Massachusetts car repair shops and auto supply chain stores, including AutoZone, will have more access to wireless diagnostic and repair information in new automobiles after voters Tuesday endorsed changes to a “right to repair” law.
The measure (Question 1), which generated some the most expensive ballot-question advertising among the states, updates a landmark 2013 law that required car manufacturers like General Motors Co.and Toyota Motor Corp. to provide Massachusetts car repair shops access to the same diagnostic information that dealers use.
This measure requires manufacturers to include equipment in cars made in 2022 or later that would allow car repair shops—and not just dealers—to access the auto’s wireless data.
“This is really about ‘who owns the data,’ the manufacturer or the vehicle owner?” said Kevin Tynan, new vehicle and auto part manufacturing analyst with Bloomberg Intelligence.
The group that pushed for the measure, the Massachusetts Right to Repair Coalition, spent more than $21.3 million, including on ads that portrayed the issue as mom and pop car repair shops losing out to car dealerships.
And coalition members are bracing for the repair fight in Massachusetts to go on, Tommy Hickey, director of the Massachusetts Right to Repair Coalition, and an associate with Brian Hickey Associates, Inc., said.
“This is worth billions of dollars,” said Hickey, who also drove the campaign for the 2013 law.
“We have to assume they’ll explore all their options,” he said of the possibility of legislation to kill or modify the new law, or litigation to stop it.
Conor Yunits, spokesperson for the Coalition for Safe and Secure Data, the automaker trade group opposed to the measure, declined to say if manufacturers will consider legal action to halt the new law. He said the group, which spent $21.5 million trying to defeat the ballot question, also wasn’t banking on state lawmakers to rescue them.
The auto manufacturers argued in their ads—and in mailers directed to male voters only—that if the ballot measure passed, drivers’ personal and sensitive data would be vulnerable to hackers, a concern shared by the National Highway Traffic Safety Administration.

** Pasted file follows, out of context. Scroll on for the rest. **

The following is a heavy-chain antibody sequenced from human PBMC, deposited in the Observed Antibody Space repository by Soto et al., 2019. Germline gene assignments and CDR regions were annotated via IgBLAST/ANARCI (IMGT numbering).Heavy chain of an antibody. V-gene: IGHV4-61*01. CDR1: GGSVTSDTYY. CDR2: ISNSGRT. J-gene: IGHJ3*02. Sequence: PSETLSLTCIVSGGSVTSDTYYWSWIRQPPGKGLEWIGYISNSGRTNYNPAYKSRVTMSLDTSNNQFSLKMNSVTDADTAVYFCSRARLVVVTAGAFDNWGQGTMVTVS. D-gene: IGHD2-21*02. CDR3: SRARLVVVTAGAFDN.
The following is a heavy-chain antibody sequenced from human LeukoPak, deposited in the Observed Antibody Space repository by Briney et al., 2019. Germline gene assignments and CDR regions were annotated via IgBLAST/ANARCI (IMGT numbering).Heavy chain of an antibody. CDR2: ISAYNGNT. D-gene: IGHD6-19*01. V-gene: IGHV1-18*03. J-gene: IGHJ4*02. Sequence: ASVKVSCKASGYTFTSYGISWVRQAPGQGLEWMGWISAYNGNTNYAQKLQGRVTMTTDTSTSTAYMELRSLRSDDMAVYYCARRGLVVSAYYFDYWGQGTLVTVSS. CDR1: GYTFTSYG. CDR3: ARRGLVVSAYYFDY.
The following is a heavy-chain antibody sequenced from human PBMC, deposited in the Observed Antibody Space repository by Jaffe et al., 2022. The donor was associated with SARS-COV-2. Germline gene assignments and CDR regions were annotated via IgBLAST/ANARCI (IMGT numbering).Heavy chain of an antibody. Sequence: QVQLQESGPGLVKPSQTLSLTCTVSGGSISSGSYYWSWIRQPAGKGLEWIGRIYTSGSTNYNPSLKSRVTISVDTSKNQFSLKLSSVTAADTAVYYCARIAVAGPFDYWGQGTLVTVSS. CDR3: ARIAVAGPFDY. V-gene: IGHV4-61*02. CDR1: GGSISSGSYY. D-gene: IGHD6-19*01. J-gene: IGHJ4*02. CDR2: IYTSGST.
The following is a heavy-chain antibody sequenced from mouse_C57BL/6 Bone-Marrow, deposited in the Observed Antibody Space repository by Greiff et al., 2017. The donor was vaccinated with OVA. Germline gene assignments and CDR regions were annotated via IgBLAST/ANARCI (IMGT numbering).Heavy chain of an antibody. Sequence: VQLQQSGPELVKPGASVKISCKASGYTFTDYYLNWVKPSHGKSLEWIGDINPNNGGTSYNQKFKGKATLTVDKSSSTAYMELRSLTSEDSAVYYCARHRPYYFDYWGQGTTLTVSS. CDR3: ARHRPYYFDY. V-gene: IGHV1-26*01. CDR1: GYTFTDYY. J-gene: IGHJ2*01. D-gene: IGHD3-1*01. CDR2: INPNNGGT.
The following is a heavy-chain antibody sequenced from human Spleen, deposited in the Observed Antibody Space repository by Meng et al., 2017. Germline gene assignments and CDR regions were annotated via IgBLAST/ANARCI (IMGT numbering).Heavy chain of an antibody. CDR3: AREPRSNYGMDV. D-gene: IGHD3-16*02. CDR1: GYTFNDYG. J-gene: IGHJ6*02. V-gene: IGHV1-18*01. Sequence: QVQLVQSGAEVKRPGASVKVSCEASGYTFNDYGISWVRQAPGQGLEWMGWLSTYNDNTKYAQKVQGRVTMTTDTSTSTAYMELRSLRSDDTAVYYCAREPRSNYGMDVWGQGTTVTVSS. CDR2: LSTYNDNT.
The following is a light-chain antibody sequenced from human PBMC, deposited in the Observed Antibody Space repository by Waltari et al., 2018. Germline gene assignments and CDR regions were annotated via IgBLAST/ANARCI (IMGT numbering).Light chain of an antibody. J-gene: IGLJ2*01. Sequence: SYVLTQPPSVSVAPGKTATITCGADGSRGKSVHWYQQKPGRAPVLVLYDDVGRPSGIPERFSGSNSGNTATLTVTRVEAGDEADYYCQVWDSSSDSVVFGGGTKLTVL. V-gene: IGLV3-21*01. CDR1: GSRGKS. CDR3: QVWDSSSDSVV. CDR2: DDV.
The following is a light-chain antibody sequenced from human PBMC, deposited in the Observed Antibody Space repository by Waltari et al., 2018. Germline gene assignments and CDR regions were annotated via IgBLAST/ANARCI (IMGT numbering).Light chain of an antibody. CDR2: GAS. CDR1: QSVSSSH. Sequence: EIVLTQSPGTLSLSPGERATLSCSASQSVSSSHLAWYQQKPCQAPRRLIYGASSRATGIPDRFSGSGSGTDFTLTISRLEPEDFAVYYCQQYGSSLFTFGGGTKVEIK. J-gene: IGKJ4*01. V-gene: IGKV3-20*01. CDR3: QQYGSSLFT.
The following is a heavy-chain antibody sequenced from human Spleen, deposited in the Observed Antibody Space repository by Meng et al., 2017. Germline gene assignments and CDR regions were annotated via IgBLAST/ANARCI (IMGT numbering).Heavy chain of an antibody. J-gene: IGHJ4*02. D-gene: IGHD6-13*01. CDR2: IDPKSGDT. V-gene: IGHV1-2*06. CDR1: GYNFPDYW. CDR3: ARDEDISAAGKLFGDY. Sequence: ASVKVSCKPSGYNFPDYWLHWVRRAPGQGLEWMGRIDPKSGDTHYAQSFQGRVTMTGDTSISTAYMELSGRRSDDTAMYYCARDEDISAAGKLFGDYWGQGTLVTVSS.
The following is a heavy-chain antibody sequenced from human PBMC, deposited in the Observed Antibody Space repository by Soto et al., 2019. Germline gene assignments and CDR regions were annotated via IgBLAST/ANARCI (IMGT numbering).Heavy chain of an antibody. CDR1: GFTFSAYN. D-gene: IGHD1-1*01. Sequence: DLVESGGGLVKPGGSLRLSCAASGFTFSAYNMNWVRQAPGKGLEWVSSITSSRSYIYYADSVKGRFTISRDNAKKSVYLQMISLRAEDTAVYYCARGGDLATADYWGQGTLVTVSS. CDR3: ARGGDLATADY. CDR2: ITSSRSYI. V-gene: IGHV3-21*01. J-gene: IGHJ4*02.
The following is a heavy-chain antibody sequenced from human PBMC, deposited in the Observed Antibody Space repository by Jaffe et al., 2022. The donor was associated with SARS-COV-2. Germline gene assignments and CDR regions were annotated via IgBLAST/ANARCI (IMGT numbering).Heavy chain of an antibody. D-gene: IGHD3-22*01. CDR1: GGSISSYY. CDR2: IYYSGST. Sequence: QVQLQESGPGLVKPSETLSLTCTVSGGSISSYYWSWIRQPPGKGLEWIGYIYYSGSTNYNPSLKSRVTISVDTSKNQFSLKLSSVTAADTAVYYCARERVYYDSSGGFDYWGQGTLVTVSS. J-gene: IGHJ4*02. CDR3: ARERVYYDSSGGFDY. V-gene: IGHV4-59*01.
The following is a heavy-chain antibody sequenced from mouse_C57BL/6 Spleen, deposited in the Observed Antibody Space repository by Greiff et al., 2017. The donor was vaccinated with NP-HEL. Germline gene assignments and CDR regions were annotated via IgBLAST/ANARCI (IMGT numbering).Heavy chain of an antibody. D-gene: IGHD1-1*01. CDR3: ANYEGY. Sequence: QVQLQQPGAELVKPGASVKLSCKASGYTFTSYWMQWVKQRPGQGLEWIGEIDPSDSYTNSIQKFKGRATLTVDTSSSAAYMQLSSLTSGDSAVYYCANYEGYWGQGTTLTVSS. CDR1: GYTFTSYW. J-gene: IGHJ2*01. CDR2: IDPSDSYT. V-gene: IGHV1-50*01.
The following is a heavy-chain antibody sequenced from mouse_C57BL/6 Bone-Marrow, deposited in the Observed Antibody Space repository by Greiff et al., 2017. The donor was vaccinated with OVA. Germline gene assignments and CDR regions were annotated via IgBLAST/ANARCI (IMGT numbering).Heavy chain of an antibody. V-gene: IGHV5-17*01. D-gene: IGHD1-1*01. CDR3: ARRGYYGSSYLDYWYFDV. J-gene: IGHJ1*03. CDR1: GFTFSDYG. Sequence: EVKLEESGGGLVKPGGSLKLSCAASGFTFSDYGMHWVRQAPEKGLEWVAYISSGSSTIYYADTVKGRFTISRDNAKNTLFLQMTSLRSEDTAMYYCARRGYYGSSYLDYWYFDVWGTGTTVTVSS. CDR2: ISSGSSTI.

The federal agency has “grave concerns” about enhancing access to wireless car data, and urged lawmakers not to allow it, according to a July 20 letter by James C. Owens, deputy administrator at NHTSA, to state Rep. Tackey Chan (D) and Sen. Paul Feeney (D), co-chairs of the Joint Committee on Consumer Protection and Professional Licensure.
“A cyberattack on one or more motor vehicles has enormous potential safety consequences,” Owens said.
Auto manufacturers may get another chance to voice their complaints about the just-passed ballot measure to Chan’s committee, which declined to advance any of 17 related repair bills this past spring.
The committee concluded after a January hearing on the bills that no changes in the 2013 law were necessary, and that under the old law, repair shops could get access to wireless data.
Proponents of changing the 2013 law, who backed many of the bills, simultaneously filed a ballot measure and it moved ahead. Massachusetts ballot measures can’t be amended. Now that it’s a law, Chan wants to revisit the issue.
“It’s a complicated law that may hurt consumers,” Chan said.
The automaker coalition expects the auto supply chains to try to expand the new law to other states, as happened with the 2013 law, Yunits said.
After Massachusetts adopted the law in 2013, other states began considering even tougher right to repair laws, and in 2014 manufacturers signed a memorandum of understanding to make the Massachusetts law the national standard.
“It’s very clear they’re using Massachusetts as a guinea pig,” Yunits said.
The Alliance for Automotive Innovators, a car manufacturers trade group that funded the Coalition for Safe and Secure Data, has asked the Energy and Commerce Committee in the U.S. House to place a five-year pre-emption on the requirements in the Massachusetts law and any similar ones elsewhere in the nation, according to a June 3 letter from David Schwietert, chief policy officer of the alliance.
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